Welcome to Script to Pieces, a recurring feature at Wicked Horror where we look at the best, most interesting and at times most unbelievable horror movies that never happened. Sometimes these will be productions that never came together at all, other times, they will be original incarnations that were completely different from what we wound up with. Each should be fascinating in its own way, because the stories of movies that never see the light of day can sometimes be even more interesting than the stories of those that do.
Of all the movies we’ve covered, Paradise Lost has to be among the most ambitious. This is a film where, when you look at it now, it’s obvious that this was never going to be made. There’s no way in hell that it ever could have worked, but it had a lot of people excited for a long time. The idea behind Paradise Lost, extremely loosely based off the epic poem of the same name, was to create a fantastic, apocalyptic event film based on the story of Lucifer. A Biblical horror movie with a $100 million budget.
But for something that seems completely unfeasible, this got pretty far along before it was finally canned. The story was set to begin with peace and tranquility, all of the angels living together in, well, paradise. Lucifer and Michael would be the best of friends until God presented his newest creation: Man. Lucifer refuses to stay subservient if it means having to kneel to humanity, so he is cast out of Heaven only to plan his uprising.
The plan for this movie was to have dozens of elaborate, never-before-seen aerial battles, one of the things which put the feature way over its initial budget by the time it got cancelled.
Speaking about the project in 2008, Derrickson said, “You have to respect that Milton created the first anti-hero with that poem, and certainly this was preserved in the script… At what point does love turn to jealousy, jealousy turn into hate and hate into evil?”
There was also talk for some time that Paradise Lost would be shot for a 3D theatrical release, but it’s hard to determine where these talks began or ended.
After Derrickson left the project, the studio brought in The Crow director Alex Proyas. Once he came aboard, it began to gain traction once again. Bradley Cooper and Ben Walker were cast as Lucifer and Michael, respectively. Djimon Hounsou was cast as Abdiel, Rufus Sewell was cast as Sammael, Casey Affleck was cast as Gabriel, Callan McAuliffe was cast as Uriel and Dominic Purcell was cast as Moloch. Rounding out the cast would have been Diego Boneta and Camilla Belle as Adam and Eve.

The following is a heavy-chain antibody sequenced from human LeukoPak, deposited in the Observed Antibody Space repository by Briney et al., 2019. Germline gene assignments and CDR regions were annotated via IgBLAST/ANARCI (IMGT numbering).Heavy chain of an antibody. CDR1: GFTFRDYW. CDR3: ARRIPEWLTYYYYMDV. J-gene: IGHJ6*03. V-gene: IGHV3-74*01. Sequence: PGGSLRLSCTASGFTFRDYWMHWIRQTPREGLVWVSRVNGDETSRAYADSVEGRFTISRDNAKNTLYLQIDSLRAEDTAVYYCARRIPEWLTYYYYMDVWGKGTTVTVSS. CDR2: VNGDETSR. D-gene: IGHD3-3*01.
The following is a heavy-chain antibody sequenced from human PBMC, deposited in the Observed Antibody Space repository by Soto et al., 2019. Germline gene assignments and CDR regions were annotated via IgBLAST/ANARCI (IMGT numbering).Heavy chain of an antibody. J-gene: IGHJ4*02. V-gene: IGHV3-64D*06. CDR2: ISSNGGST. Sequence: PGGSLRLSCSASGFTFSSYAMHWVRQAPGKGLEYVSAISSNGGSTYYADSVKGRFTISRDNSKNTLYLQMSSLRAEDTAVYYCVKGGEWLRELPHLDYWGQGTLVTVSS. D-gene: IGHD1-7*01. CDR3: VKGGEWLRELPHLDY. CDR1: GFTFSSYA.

Filming was set to begin in January 2012 in Australia, and then… nothing. No start of production, no word until the studio announced that the film would be temporarily put on hold while they figured out a way to bring down the movie’s already monstrous budget. At that point, they were already projecting it 10 to 15% over its staggering $120 million budget.
Apparently, they never did figure out a way for the budget to come down to a respectable size, because filming never began. The studio couldn’t figure out a way to cost-effectively pull off any of the huge visual FX sequences or complex air battles between the angels.
Had this actually worked out, it could have been mesmerizing if done right. A visually stunning epic with a deeply emotional core and sympathetic protagonist/antagonist. But from a studio standpoint, they were probably right to pull the plug. Everything about the massive, ever-expanding budget makes it sound like this could have been—somewhat appropriately—a situation similar to Heaven’s Gate. That film is infamous for going so over-budget that it actually bankrupt the studio.
I think it’s safe to say we’ll never see Paradise Lost at this point. The project has been dead for a few years and Fox seems intent on keeping it that way. But, both Deadpool and Logan have shown that you don’t need a massive budget to tell those kinds of stories, so it’s possible (though incredibly unlikely) that the studio could reconsider at some point.
Most likely, this is destined to be one of the most interesting “What if?” stories out there. We could have seen a massive, massive movie about Satan, taken from the best possible source material, with a largely impressive cast. But with its insane budget and lack of faith from the studio, it just wasn’t meant to be.